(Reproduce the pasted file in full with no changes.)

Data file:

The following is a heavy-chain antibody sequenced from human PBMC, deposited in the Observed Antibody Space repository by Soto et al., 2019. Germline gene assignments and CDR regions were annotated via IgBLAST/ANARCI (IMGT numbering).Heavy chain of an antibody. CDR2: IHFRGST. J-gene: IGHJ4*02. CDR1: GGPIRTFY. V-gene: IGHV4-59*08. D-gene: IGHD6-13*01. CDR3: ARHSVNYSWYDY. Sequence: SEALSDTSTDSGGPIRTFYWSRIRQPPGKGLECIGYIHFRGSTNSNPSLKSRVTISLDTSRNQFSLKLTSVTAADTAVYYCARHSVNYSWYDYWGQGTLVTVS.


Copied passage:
The following is a heavy-chain antibody sequenced from human PBMC, deposited in the Observed Antibody Space repository by Soto et al., 2019. Germline gene assignments and CDR regions were annotated via IgBLAST/ANARCI (IMGT numbering).Heavy chain of an antibody. CDR2: IHFRGST. J-gene: IGHJ4*02. CDR1: GGPIRTFY. V-gene: IGHV4-59*08. D-gene: IGHD6-13*01. CDR3: ARHSVNYSWYDY. Sequence: SEALSDTSTDSGGPIRTFYWSRIRQPPGKGLECIGYIHFRGSTNSNPSLKSRVTISLDTSRNQFSLKLTSVTAADTAVYYCARHSVNYSWYDYWGQGTLVTVS.